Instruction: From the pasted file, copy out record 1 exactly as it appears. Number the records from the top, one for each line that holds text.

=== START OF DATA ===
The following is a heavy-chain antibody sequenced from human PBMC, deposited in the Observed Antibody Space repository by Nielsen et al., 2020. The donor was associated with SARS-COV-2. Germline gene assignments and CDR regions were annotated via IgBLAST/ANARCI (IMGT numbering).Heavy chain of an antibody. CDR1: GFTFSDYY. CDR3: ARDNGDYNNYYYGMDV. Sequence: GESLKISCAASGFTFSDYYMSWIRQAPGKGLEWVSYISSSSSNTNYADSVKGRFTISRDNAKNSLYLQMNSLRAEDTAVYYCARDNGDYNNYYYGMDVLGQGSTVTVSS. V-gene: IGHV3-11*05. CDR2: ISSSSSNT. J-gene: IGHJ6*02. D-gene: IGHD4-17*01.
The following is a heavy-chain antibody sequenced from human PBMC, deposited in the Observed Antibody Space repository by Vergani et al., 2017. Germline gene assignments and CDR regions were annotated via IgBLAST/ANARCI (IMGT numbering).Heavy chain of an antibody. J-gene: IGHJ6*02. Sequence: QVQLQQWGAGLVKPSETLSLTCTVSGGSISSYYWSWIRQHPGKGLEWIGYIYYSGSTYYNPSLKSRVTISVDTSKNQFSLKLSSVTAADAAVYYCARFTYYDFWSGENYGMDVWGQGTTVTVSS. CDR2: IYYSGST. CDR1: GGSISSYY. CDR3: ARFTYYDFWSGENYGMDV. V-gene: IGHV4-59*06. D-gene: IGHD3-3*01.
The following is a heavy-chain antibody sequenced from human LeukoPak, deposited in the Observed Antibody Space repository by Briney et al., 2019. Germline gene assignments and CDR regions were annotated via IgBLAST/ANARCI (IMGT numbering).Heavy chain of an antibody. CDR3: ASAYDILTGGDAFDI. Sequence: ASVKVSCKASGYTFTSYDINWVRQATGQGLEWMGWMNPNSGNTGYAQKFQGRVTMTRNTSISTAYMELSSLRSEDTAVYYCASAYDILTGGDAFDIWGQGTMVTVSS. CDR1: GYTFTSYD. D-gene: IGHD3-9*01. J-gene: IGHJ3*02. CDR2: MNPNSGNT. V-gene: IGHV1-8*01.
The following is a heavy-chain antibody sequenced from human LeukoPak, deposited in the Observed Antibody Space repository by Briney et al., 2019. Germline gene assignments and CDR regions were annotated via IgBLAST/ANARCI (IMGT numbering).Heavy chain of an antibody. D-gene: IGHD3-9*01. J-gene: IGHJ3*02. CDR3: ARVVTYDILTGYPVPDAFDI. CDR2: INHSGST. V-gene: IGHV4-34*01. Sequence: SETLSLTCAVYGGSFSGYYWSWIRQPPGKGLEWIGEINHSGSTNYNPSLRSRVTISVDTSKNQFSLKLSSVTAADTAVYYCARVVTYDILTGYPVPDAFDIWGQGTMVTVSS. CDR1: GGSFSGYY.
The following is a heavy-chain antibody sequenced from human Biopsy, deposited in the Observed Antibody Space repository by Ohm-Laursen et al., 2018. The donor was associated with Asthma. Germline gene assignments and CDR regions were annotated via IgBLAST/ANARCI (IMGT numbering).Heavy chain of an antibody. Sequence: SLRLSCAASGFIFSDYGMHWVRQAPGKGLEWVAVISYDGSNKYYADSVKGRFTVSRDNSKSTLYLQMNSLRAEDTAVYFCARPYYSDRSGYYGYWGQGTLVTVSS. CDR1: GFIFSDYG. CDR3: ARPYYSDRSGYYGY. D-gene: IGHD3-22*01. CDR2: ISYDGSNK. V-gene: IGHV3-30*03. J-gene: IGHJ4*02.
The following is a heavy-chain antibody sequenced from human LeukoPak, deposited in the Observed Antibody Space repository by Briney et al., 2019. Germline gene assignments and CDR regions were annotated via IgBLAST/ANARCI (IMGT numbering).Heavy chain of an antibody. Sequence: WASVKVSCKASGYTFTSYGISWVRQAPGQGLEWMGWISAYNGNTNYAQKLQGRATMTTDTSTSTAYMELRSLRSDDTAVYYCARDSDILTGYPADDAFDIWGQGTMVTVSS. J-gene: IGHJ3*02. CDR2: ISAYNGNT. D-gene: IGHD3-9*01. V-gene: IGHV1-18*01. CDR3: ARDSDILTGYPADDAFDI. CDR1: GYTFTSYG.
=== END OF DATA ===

The following is a heavy-chain antibody sequenced from human PBMC, deposited in the Observed Antibody Space repository by Nielsen et al., 2020. The donor was associated with SARS-COV-2. Germline gene assignments and CDR regions were annotated via IgBLAST/ANARCI (IMGT numbering).Heavy chain of an antibody. CDR1: GFTFSDYY. CDR3: ARDNGDYNNYYYGMDV. Sequence: GESLKISCAASGFTFSDYYMSWIRQAPGKGLEWVSYISSSSSNTNYADSVKGRFTISRDNAKNSLYLQMNSLRAEDTAVYYCARDNGDYNNYYYGMDVLGQGSTVTVSS. V-gene: IGHV3-11*05. CDR2: ISSSSSNT. J-gene: IGHJ6*02. D-gene: IGHD4-17*01.